It’s that time of the year again- caps and gowns are dawned, pictures are taken, and congratulations are given and received. College graduation is an exciting milestone, but it is often one without direction. Up until this point, your life has been paved for you. School is structured- filled with requirements, boxes to check and peers to measure yourself against. And suddenly- this neatly paved path becomes a vast unknown.
Our team here at Sinclair PA gets this because we were just in your shoes. Our current staff is unique in that it is made up of mostly recent college grads- communication students turned professionals. We have maneuvered the field, faced all the hard questions and have come out of the post-college void safe and successful- and are here to impart the wisdom that got us here (and to hopefully ease some nervous minds.)
Kailey – Account Director
Change, maneuvering the unknown and making decisions were not my strong suit in college. This made my impending college graduation extra daunting, as I wasn’t sure where I would end up, what exactly I wanted to pursue, or if I was even on the right career path.
Luckily, as the inevitable was inching closer, I stumbled across an open communications internship position at Sinclair PA- posted by none other than Ure Loop, an old college friend of mine. For once, the job description was right up my alley- emphasizing writing and design skills, with a chance to pursue my newfound interest in the crisis communications realm. I applied, got the position, and felt the stars align for me as I joined the team full time upon my graduation from Appalachian State.
Despite the hardships of starting an industry position during the beginnings of COVID-19, while simultaneously finishing my degree from my kitchen table, I learned more about myself and my work ethic than ever before.
My unique entry into the communications field taught me three invaluable lessons. Lessons that I often heard throughout my college career, but never really took to heart. They are as follows:
- Networking is everything. Although I was completely qualified, I never would have stumbled across this position had I not known Ure. I was able to contact her with questions about the position without reservation, and she was able to vouch for my character and work ethic when it came down to the decision process. My portfolio and application project ultimately got me the job, but my existing connections opened this door for me. Don’t be afraid to befriend those in your program, build connections with your professors, or reach out to those in your aspiring industry- they just might be the reason you land your dream job.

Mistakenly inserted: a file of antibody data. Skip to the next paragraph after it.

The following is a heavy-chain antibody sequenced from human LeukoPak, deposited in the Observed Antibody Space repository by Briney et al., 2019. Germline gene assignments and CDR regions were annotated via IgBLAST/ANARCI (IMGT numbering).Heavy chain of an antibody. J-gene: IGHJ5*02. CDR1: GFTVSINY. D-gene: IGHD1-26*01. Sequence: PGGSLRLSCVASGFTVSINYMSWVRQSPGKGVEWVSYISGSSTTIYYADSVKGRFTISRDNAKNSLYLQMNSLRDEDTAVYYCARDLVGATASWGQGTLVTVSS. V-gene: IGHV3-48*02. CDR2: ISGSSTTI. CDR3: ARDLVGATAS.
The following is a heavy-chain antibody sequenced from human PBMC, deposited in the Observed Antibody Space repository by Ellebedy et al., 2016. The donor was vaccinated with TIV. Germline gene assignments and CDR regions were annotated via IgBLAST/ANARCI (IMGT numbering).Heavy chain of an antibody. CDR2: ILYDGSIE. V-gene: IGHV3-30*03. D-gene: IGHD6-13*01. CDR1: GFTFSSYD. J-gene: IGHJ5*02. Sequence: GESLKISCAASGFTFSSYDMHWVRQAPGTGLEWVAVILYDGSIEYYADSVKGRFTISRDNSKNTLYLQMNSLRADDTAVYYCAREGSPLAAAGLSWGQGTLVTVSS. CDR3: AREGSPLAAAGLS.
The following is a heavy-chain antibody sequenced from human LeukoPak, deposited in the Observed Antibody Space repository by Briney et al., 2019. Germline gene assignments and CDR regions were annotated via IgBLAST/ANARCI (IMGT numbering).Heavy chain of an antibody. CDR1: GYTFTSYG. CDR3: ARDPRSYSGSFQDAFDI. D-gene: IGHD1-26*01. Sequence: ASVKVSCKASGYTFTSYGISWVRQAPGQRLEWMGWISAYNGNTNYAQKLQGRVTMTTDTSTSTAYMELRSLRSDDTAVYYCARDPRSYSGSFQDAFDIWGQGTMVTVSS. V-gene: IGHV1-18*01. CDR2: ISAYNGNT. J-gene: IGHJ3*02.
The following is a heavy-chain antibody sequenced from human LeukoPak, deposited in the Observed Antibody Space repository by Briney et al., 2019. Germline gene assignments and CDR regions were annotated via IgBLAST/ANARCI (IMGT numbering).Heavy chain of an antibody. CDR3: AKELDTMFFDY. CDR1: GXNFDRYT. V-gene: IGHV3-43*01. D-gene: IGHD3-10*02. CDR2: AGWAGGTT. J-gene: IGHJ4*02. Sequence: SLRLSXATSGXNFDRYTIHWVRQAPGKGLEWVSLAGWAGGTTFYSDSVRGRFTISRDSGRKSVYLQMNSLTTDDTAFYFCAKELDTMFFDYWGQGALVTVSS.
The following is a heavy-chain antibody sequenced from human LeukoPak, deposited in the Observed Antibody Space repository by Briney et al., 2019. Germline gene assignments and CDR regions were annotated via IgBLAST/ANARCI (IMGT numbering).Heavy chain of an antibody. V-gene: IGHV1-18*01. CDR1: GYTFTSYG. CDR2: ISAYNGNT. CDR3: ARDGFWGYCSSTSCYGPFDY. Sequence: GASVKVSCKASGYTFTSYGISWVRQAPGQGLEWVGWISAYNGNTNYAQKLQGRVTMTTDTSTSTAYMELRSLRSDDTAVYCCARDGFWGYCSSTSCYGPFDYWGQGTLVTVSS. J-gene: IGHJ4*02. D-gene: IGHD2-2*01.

- Industry experience is key. For me, my one year of hands-on, real world experience taught me more about the communications industry than four years and a degree. Even if your program doesn’t require an internship to graduate, I highly recommend doing one anyway. It’s important to have an idea of the kind of work environment you prefer and deserve, especially coming in as an entry level employee. Not only will you learn about your job, but how to communicate with your colleagues and advocate for yourself professionally.
- Live. And lastly, prioritize a healthy work life balance. If the pandemic taught us anything, it’s that people should work to live, not live to work. Invest in your mental and physical health through hobbies, down time, and life outside of your 9-5.
Ure – Director of Digital
If you are anything like I was in college, when I started my first job after undergrad I had more free time than I had ever had. In high school I had practice, work and homework after school, and in college I was incredibly involved on campus and worked three jobs. I had absolutely no idea what to do with my evenings and weekends when I first started a regular 9-5. I thought I spent all my time in college figuring out what I was passionate about but I soon realized that work and other obligations weren’t necessarily “hobbies”.
My advice to anybody just starting out at their first job, is to intentionally set aside some time to get to know yourself when you’re not busy. I have discovered my passion for reading, yoga, hiking and podcasting- all things I thought I would never have time to do. I have a travel bucket list (coming from a girl who spent every spring break since she was 16 working) and realizing what goals I had in life that weren’t necessarily career-related. I spent so much time focusing on where I wanted to end up after college, I never thought about what I could be doing right now. I love my job- but it’s not the only thing in my life anymore, like school always was. The best piece of advice I was given was,
“Your life isn’t just what happens 9-5 Monday through Friday.”
Sarah- Student & Part Time Account Coordinator
The majority of my college career has been nothing like I could have imagined. But, in the midst of quarantine I landed at Sinclair PA as a Public Affairs Intern. As Summer 2020 came to a close, and the school year (virtually) started once again, I was graciously offered to continue my internship at Sinclair. As Ure previously said, I could sum up my college experience as packing my schedule, courseload and personal time to the brim, with the hopes that one day all the hard work will pay off.
Having worked at Sinclair, I have gotten a unique glimpse of what life after college might look like- and I couldn’t be more excited. As our founder, Chris Sinclair, often says “college can’t teach you this stuff”, and he’s exactly right. The number one lesson that my brief time in the work world has taught me, is that your value as an employee isn’t always based on how much you might have learned in college. So, my advice to any recent college graduate is to be confident in yourself and your abilities and lastly, to start conversations with leaders in your industry of interest- the worst they can do is say no.